If you knew that 33 percent of your workforce would be quitting in the next two years, would you change your approach to retention? Or would you merely say, "Good riddance," as former top GE exec Jack Welch did at the end of each year?
Whether you deem it fortunate or unfortunate, that's what many organizations can expect to happen to their workforce by 2006, according to The Discovery Group, a Sharon, Mass.-based management consulting firm that specializes in assessing employee opinions. Based on 10 years' worth of studies that polled more than 50,000 employees in 60 companies, the findings substantiate what many training and human resource professionals have long thought: When the job market turns around, job hoppers will abound.
Unfortunately, says Bruce Katcher, those most likely to leave are the superior, not the mediocre or poor performers. "Senior managers must take proactive measures now to make sure they retain the top talent in their organizations," stresses Katcher, an industrial/organizational psychologist and president of The Discovery Group. He offers five tips of proactive measures to take now:
Tell your best employees that you value their contributions. All employees thirst for positive recognition. Let your best employees know that they are appreciated. A periodic pat on the back and words such as "nice job" and "well done" are more powerful than recognition plaques on the wall, special parking spots or a mention in the company newsletter.
Provide advancement opportunities to strong performers. Your best employees want to move up in the organization. If no spot exists, make one. Continuously monitor who deserves promotions and who, given the right opportunity, would increase their contributions to the organization.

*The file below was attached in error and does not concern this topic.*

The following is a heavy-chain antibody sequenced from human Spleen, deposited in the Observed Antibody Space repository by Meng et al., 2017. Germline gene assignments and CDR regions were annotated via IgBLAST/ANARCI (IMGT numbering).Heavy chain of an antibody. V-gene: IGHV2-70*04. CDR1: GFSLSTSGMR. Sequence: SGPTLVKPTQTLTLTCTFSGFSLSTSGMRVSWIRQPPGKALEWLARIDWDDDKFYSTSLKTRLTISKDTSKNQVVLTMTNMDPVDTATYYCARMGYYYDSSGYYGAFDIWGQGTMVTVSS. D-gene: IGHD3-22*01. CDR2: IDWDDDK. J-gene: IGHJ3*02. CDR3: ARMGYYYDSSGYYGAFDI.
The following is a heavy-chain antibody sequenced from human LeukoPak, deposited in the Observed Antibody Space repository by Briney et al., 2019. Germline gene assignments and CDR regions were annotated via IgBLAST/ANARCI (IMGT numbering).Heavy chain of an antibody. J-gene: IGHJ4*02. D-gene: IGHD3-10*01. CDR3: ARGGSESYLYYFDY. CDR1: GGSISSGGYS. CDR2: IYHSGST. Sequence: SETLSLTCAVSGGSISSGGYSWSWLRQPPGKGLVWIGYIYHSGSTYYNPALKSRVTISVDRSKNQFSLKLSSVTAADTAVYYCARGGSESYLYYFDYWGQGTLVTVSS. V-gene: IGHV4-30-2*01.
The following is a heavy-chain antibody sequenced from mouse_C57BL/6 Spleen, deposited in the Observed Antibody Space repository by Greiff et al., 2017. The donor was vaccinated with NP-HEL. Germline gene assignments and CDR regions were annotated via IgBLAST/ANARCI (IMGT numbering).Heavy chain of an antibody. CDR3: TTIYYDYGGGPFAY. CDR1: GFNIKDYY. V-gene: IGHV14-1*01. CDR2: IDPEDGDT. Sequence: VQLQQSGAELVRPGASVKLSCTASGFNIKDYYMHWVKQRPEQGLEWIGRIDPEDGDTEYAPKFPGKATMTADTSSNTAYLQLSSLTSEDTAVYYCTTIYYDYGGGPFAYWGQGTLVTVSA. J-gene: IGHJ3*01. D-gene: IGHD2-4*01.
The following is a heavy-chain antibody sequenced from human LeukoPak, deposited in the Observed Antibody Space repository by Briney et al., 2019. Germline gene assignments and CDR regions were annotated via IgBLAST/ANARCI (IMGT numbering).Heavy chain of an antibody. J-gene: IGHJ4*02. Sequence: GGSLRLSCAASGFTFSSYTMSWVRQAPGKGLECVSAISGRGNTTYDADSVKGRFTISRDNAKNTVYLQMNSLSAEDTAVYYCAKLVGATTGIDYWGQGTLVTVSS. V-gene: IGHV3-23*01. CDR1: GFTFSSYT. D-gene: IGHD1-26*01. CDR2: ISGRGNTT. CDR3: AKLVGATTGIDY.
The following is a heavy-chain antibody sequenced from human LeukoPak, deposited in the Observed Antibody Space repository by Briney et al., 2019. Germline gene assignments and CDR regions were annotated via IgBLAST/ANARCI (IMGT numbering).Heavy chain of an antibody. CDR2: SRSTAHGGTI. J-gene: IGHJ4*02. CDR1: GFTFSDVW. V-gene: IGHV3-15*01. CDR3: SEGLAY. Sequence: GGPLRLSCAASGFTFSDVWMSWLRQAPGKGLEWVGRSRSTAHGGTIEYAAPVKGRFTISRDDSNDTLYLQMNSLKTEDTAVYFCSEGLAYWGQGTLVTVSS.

Start a top-performer support and development group. Create a special group of your elite performers. These can be managers as well as solid individual contributors. Provide special training and development for these top performers. Also, arrange for them to receive frequent briefings about the company's plans and progress. An invitation to join this type of group is a clear statement of positive recognition for superior employees. It can also strengthen their bonds to the organization by improving the cohesiveness and personal relationships of top performers.
Develop a series of succession plans. Some organizations create succession plans for the top few positions in their organizations, but few create similar plans for departments, office locations or plants. Wouldn't top performers be more likely to stay with the organization if they knew they were next in line for a promotion?
Move top performers out of dead-end jobs. Be certain that your best employees are placed in a position to be as productive as possible. Move these employees into positions where they can do the most for the organization and where advancement is most likely.